Tampa Bay – Three Performances of Note
In our first look at Josh Freeman’s designated motivator, rookie QB Mike Glennon (-2.6 passing) came off less than polished. To be expected for sure, but the giraffe-like passer didn’t do much to avoid cementing early thoughts that had him pegged as a clumsy-footed, inaccurate slinger at this stage in his progression. A couple of big gains — escaping pressure to hit his wide-open tight end on a busted coverage to end the first quarter, and an underthrown deep ball to end the half – couldn’t outweigh the handful of other off-target attempts he put on tape. After showing sophomore promise in 2010 and not much since, Freeman’s desire to right the ship in time for his next contract — and not the rookie breathing down his neck — should still be the driving force behind hope for an improved 2013 campaign.
Ragged Run Blocking
A rough night of run blocking for the Bucs centered on two main culprits — C/G Cody Wallace (-3.9) and TE Tom Crabtree (-3.0). While Wallace found a variety of trouble facing Haloti Ngata, Terrence Cody, and Arthur Jones on the interior, Crabtree’s recurring issue was letting edge defenders inside him for frustrating tackles around the line of scrimmage. Crabtree has never been known as a run-blocking force and Tampa surely knew what they were getting, but this performance has to quell any thoughts they may have had about relying on him in that capacity if Luke Stocker remains on the shelf. The good news for Wallace was the clean sheet he posted on 32 snaps as a pass protector. The good news for the Bucs’ run game is Wallace should soon return to his spot as a reserve with Carl Nicks and his damaged toe re-entering the fold — the difference there should be dramatic.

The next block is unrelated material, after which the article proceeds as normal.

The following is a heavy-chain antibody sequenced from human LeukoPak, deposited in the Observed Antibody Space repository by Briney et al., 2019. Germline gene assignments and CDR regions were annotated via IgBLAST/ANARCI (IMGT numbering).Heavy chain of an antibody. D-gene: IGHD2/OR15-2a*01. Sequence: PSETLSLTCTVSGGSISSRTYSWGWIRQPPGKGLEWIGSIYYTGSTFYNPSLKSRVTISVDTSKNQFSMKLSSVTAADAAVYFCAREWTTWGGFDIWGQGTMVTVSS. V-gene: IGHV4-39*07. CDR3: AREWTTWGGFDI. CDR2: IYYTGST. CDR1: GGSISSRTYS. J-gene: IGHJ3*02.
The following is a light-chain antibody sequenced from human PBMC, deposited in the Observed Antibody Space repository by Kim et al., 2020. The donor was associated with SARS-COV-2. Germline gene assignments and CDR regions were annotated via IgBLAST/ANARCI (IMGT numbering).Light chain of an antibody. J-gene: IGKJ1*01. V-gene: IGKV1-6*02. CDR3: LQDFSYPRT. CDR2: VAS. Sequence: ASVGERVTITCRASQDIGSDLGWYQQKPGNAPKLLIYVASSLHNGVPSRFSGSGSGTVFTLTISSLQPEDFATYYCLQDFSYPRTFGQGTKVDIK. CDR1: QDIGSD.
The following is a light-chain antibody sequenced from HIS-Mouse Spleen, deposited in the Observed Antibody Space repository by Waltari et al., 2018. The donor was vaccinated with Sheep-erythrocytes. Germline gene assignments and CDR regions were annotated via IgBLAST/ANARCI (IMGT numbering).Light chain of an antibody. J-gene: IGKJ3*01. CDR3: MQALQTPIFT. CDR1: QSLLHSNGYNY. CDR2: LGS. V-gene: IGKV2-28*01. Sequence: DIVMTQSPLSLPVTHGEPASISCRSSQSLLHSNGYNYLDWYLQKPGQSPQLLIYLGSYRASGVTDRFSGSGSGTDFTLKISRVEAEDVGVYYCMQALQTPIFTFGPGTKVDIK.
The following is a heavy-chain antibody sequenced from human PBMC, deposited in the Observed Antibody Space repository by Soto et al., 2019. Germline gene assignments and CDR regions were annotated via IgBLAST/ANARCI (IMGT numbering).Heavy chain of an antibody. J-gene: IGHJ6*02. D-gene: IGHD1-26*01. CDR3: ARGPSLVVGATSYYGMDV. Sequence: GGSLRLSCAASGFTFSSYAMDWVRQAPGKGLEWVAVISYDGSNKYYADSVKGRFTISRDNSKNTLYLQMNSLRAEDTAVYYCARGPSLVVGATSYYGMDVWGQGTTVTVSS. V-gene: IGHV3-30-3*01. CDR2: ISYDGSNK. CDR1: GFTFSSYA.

Linebackers Take Opportunity
Things weren’t all bad for the Bucs, as second-year backup linebacker Najee Goode (+3.2) took the opportunity to make a mark as a run defender and Dekoda Watson (+1.7) showed well in his attempt to lock down the starting gig on the strong side. Watson’s competition, Adam Hayward (-1.8) in particular, fell off in comparison. An especially lackluster play that left him in space, not hustling to cover, not forcing the QB who rolled his way (2Q, 0:47), was eye-catching.
— Right tackle Gabe Carimi introduced himself to the Tamp Bay fan base with a solid pass-blocking night, allowing no pressures on 24 pass-blocking snaps.
— Taylor’s average ‘Time to Attempt’ was 2.28 seconds. Last year’s league leader in that category (Matt Hasselbeck) was at 2.35 seconds.
— Tamps Bay running back Mike James gave up a hit and a pair of hurries on four pass-blocking opportunities.
PFF Game Ball
Tyrod Taylor’s versatile showing earns him the game ball in the preseason opener.
Follow Rick on Twitter: @PFF_Rick